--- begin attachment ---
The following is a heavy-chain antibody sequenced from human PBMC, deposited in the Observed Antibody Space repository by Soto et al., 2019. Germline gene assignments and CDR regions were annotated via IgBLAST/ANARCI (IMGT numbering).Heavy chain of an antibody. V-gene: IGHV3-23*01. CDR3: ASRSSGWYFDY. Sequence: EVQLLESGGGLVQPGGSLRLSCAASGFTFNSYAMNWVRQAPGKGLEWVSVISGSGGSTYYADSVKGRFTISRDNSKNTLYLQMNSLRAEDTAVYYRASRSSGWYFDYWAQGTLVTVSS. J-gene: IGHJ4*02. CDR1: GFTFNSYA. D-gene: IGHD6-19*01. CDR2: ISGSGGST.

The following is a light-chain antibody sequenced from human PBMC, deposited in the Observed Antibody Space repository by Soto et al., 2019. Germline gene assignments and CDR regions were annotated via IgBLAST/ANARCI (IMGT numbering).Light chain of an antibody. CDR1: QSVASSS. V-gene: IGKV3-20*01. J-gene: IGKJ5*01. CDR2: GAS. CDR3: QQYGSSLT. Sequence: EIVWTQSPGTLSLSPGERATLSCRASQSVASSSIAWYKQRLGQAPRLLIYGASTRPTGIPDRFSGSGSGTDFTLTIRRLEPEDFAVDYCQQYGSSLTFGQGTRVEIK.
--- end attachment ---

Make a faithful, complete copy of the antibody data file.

The following is a heavy-chain antibody sequenced from human PBMC, deposited in the Observed Antibody Space repository by Soto et al., 2019. Germline gene assignments and CDR regions were annotated via IgBLAST/ANARCI (IMGT numbering).Heavy chain of an antibody. V-gene: IGHV3-23*01. CDR3: ASRSSGWYFDY. Sequence: EVQLLESGGGLVQPGGSLRLSCAASGFTFNSYAMNWVRQAPGKGLEWVSVISGSGGSTYYADSVKGRFTISRDNSKNTLYLQMNSLRAEDTAVYYRASRSSGWYFDYWAQGTLVTVSS. J-gene: IGHJ4*02. CDR1: GFTFNSYA. D-gene: IGHD6-19*01. CDR2: ISGSGGST.

The following is a light-chain antibody sequenced from human PBMC, deposited in the Observed Antibody Space repository by Soto et al., 2019. Germline gene assignments and CDR regions were annotated via IgBLAST/ANARCI (IMGT numbering).Light chain of an antibody. CDR1: QSVASSS. V-gene: IGKV3-20*01. J-gene: IGKJ5*01. CDR2: GAS. CDR3: QQYGSSLT. Sequence: EIVWTQSPGTLSLSPGERATLSCRASQSVASSSIAWYKQRLGQAPRLLIYGASTRPTGIPDRFSGSGSGTDFTLTIRRLEPEDFAVDYCQQYGSSLTFGQGTRVEIK.